China: CTI’s quiet expansion strategy should be a concern for global public health

Ross MacKenzie, Jennifer Fang, Julia Smith

In July this year, China Tobacco International (CTI) Hong Kong, the international arm of the China National Tobacco Corporation (CNTC), launched into the stock market with an initial public offering (IPO). Outside of the financial media, the IPO attracted relatively little attention. However, the offering has implications far beyond the stock market. As the goal of the IPO was to finance market expansion in CNTC target markets, and establish strategic collaborations with other cigarette companies, its significance for tobacco control and public health should not be underestimated.

CNTC is the world’s largest cigarette manufacturer, accounting for 43.0% of all cigarettes sold globally in 2018.  While its sales are almost entirely confined to the domestic Chinese market of some 300 million smokers, recent analyses indicate that the corporation is looking to move beyond China’s borders (see also here and here). The IPO is further evidence of the CNTC’s international growth strategies.

Established in 2004, CTI Hong Kong played a relatively minor role within the CNTC until a major reorganisation in 2018 redefined its operations and responsibilities. Described as the “designated offshore platform of China Tobacco International of capital markets and operation and international business expansion,” CTI Hong Kong’s responsibilities cover four main areas: i) tobacco leaf export (excluding Zimbabwe), in coordination with affiliates CTI Brazil, CTI Argentina and CTI North America (all wholly-owned by the CNTC) and with China Brasil Tabacos Exportadora; ii) tobacco leaf export to South-East Asia, Hong Kong, Macau and Taiwan; iii) cigarette export to Hong Kong and Macao, as well as duty-free sales in Thailand and Singapore; and iv) global sales of novel tobacco products, including heated tobacco devices.

Outcome of the IPO
The announcement of the IPO in January 2019 met with little enthusiasm from analysts who emphasised that the offering was not an opportunity to purchase shares in CNTC or access its lucrative domestic cigarette business.  Rather, the CTI Hong Kong offering was aimed at raising approximately US$ 100 million to fund new investments and acquisitions in response to increasing regulation and declining smoking rates in China.  This strategy of leveraging

CNTC’s reputation to raise funds presented should, according to one observer, have been “a bright red flag for investors.” CTI (HK)’s substantial drop in revenue and profit from 2017 to 2018, and the impact of the US-China trade war on the global economy were also cited as reasons for investors to be cautious.

Described by one analyst as “a litmus test of investors’ appetite for tobacco stocks as global cigarette demand is forecast to shrink amid rising health concerns,” strong investor reaction saw the initial share price more than quadruple by September, and enabled the company to raise just under USD 100 million. Investor demand was driven by favourable timing, in terms of other available investment options, and the rare opportunity of buying into China’s tobacco industry, even in the arm’s-length form of CTI Hong Kong.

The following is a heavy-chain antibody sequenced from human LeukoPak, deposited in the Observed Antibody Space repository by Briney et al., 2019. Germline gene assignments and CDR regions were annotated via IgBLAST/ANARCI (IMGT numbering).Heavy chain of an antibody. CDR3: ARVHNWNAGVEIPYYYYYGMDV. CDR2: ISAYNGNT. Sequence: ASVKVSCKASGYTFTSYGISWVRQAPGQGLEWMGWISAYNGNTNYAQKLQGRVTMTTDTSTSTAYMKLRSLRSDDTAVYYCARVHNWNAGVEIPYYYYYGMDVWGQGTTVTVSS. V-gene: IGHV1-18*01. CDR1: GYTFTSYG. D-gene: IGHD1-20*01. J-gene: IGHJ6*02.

Implications for tobacco control

The success of the IPO has two key implications for global tobacco control. First, the share offering underlines both CNTC concerns about the future of its domestic sales, and its consequent commitment to international expansion. Leading Chinese economist Song Qinghui remarked that CTI (HK)’s IPO may be an important step in CNTC’s globalization. Revenue raised will to be used to expand CNTC’s global distribution channels, mergers and acquisitions on the international market, with a focus on luxury tobacco products and new nicotine delivery devices.

Second, revenue derived from the IPO will also be used to finance CTI Hong Kong’s management, including exclusive distribution rights to both international markets and Chinese retailers and wholesalers, of all new nicotine delivery systems developed by Chinese companies. To date, this area has been dominated by shipment of heated tobacco  systems to Asia. There are already a number of heated tobacco devices available in China, and intensive R&D efforts by CTI Hong Kong are expected to expand the product range in the near future. This focus on heated tobacco products may change however, as Chinese e-cigarette manufacturers have recently  obtained millions of dollars in venture capital investment to produce a range of products including Juul-like vaporisers. Given increasing alarm regarding uptake of new nicotine delivery systems by adolescents in many countries and growing evidence of associated health risks, CTI Hong Kong’s move into this sector is cause for concern.

CNTC’s international portfolio now includes a growing network of overseas operations that include tobacco leaf growing and procurement, manufacturing, distribution, and machinery suppliers overseen by CTI Hong Kong.  The corporation’s quiet and patient expansion strategy prompts fewer headlines than high profile mergers and takeovers, but is a crucial issue in analysis of tobacco industry operations and implications for public health.

The authors are researchers with the Global Tobacco Control Research Programme, Faculty of Health Sciences, Simon Fraser University, Canada. Jennifer Fang and Julia Smith are supported by the SSHRC grant 430-2018-00736.

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